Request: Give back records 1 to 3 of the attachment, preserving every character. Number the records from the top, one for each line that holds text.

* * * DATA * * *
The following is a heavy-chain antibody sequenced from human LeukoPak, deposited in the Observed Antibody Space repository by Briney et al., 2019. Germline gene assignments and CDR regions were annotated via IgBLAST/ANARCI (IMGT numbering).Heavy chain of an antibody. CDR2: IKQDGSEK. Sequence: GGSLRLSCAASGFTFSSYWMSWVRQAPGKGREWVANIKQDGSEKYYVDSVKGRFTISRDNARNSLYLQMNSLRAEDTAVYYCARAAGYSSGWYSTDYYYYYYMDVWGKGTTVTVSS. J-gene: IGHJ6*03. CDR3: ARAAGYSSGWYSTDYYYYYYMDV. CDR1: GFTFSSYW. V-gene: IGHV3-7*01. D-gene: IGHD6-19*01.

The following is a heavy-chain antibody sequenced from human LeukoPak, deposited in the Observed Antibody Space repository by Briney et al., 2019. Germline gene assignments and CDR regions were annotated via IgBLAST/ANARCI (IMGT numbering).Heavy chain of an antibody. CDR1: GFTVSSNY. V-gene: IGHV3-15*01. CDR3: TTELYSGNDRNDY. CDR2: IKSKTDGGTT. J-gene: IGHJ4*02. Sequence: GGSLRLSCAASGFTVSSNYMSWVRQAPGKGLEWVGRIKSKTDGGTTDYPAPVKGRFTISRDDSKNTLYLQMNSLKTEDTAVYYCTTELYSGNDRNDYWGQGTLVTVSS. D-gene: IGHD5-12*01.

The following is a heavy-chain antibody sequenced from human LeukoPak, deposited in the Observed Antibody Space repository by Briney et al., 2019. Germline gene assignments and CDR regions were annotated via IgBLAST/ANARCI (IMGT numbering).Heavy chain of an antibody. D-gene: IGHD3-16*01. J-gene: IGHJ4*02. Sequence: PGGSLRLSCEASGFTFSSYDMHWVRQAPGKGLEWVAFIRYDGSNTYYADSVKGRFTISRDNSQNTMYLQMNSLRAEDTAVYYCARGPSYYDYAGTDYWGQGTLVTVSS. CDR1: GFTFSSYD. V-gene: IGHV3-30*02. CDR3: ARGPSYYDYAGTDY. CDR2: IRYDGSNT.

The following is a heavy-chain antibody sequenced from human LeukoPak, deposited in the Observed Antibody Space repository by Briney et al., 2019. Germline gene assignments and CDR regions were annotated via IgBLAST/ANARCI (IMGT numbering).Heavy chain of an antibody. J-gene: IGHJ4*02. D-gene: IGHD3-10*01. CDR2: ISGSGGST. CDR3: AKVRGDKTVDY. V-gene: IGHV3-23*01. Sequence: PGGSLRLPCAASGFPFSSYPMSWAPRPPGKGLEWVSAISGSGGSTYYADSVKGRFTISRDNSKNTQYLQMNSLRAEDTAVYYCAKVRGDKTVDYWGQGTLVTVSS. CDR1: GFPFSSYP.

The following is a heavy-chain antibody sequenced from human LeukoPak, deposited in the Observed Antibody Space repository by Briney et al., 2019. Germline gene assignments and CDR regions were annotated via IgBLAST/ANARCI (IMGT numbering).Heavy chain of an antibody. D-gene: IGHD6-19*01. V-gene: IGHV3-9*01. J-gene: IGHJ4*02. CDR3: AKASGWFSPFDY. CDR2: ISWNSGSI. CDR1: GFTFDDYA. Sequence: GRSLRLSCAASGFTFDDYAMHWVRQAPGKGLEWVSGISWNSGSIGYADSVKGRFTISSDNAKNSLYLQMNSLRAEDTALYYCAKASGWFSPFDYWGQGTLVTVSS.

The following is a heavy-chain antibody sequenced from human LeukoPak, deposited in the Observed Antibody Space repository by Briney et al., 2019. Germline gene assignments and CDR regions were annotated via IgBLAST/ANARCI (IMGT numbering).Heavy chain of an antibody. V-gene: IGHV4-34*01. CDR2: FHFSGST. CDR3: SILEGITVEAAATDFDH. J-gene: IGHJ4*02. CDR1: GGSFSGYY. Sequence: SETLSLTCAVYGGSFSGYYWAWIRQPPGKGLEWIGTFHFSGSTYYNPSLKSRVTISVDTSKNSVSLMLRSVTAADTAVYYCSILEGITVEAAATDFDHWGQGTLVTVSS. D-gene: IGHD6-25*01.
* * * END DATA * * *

The following is a heavy-chain antibody sequenced from human LeukoPak, deposited in the Observed Antibody Space repository by Briney et al., 2019. Germline gene assignments and CDR regions were annotated via IgBLAST/ANARCI (IMGT numbering).Heavy chain of an antibody. CDR2: IKQDGSEK. Sequence: GGSLRLSCAASGFTFSSYWMSWVRQAPGKGREWVANIKQDGSEKYYVDSVKGRFTISRDNARNSLYLQMNSLRAEDTAVYYCARAAGYSSGWYSTDYYYYYYMDVWGKGTTVTVSS. J-gene: IGHJ6*03. CDR3: ARAAGYSSGWYSTDYYYYYYMDV. CDR1: GFTFSSYW. V-gene: IGHV3-7*01. D-gene: IGHD6-19*01.

The following is a heavy-chain antibody sequenced from human LeukoPak, deposited in the Observed Antibody Space repository by Briney et al., 2019. Germline gene assignments and CDR regions were annotated via IgBLAST/ANARCI (IMGT numbering).Heavy chain of an antibody. CDR1: GFTVSSNY. V-gene: IGHV3-15*01. CDR3: TTELYSGNDRNDY. CDR2: IKSKTDGGTT. J-gene: IGHJ4*02. Sequence: GGSLRLSCAASGFTVSSNYMSWVRQAPGKGLEWVGRIKSKTDGGTTDYPAPVKGRFTISRDDSKNTLYLQMNSLKTEDTAVYYCTTELYSGNDRNDYWGQGTLVTVSS. D-gene: IGHD5-12*01.

The following is a heavy-chain antibody sequenced from human LeukoPak, deposited in the Observed Antibody Space repository by Briney et al., 2019. Germline gene assignments and CDR regions were annotated via IgBLAST/ANARCI (IMGT numbering).Heavy chain of an antibody. D-gene: IGHD3-16*01. J-gene: IGHJ4*02. Sequence: PGGSLRLSCEASGFTFSSYDMHWVRQAPGKGLEWVAFIRYDGSNTYYADSVKGRFTISRDNSQNTMYLQMNSLRAEDTAVYYCARGPSYYDYAGTDYWGQGTLVTVSS. CDR1: GFTFSSYD. V-gene: IGHV3-30*02. CDR3: ARGPSYYDYAGTDY. CDR2: IRYDGSNT.